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Nineteenth-Century Women Physicians and the Writing of Medicine
Rediscovers women doctors who helped create styles of medical writing still used today -------------------------------------------------------------------------------- In the last decades of the nineteenth century, two thousand women physicians formed a significant and lively scientific community in the United States. Many were active writers; they participated in the development of medical record-keeping and research, and they wrote self-help books, social and political essays, fiction, and poetry. Out of the Dead House rediscovers the contributions these women made to the developing practice of medicine and to a community of women in science. Susan Wells combines studies of medical genres, such as the patient history or the diagnostic conversation, with discussions of individual writers. The women she discusses include Ann Preston, the first woman dean of a medical college; Hannah Longshore, a successful practitioner who combined conventional and homeopathic medicine; Rebecca Crumpler, the first African American woman physician to publish a medical book; and Mary Putnam Jacobi, writer of more than 180 medical articles and several important books. Wells shows how these women learned to write, what they wrote, and how these texts were read. Out of the Dead House also documents the ways that women doctors influenced medical discourse during the formation of the modern profession. They invented forms and strategies for medical research and writing, including methods of using survey information, taking patient histories, and telling case histories. Out of the Dead House adds a critical episode to the developing story of women as producers and critics of culture, including scientific culture. "A highly original contribution to studies of the relationship between gender, medicine, and science, offering fresh insights regarding the entrance of women into the medical profession. Wells's nuanced story will appeal to literary scholars, medical historians, and all readers interested in revisiting this complex and rewarding terrain."--Regina Morantz-Sanchez, author of Conduct Unbecoming a Woman: Medicine on Trial in Turn-of-the-Century Brooklyn Susan Wells is professor of English at Temple University. She is the author of Sweet Reason: Rhetoric and the Discourses of Modernity and The Dialectics of Representation.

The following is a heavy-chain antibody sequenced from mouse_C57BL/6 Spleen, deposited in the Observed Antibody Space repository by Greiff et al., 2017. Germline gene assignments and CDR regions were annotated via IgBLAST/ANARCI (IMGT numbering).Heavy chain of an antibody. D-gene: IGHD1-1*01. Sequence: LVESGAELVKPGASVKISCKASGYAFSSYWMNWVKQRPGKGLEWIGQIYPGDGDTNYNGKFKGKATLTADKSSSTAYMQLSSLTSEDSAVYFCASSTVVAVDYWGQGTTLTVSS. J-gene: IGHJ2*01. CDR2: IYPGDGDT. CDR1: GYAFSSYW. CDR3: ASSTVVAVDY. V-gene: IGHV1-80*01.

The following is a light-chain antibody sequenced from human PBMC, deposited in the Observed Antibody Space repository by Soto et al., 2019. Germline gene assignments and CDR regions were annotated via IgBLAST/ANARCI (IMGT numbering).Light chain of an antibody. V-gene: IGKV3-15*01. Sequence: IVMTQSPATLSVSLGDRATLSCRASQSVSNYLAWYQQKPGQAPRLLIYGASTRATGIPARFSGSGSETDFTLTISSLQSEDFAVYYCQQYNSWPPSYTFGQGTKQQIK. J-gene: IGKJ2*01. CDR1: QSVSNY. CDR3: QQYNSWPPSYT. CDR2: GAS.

Heart operations today are quite common and relatively low-risk, but in the beginning it was just the opposite. Cardiac operations were reserved for desperately ill patients. The author documents this dramatic transition with profiles of 38 surgeons who were active between 1940 and 1985.
The profiles are edited transcripts of interviews videotaped between 1996 and 2004. They tell of the development of new techniques such as the "blue baby operation," the first heart-lung machine, the first artificial heart valve, and the first coronary bypass operation. They also tell the unusual life stories of the surgeons and allude to professional and institutional rivalries. A particularly valuable part of the book is the author's brief history of cardiac surgery, designed to orient the reader for reading the profiles that follow.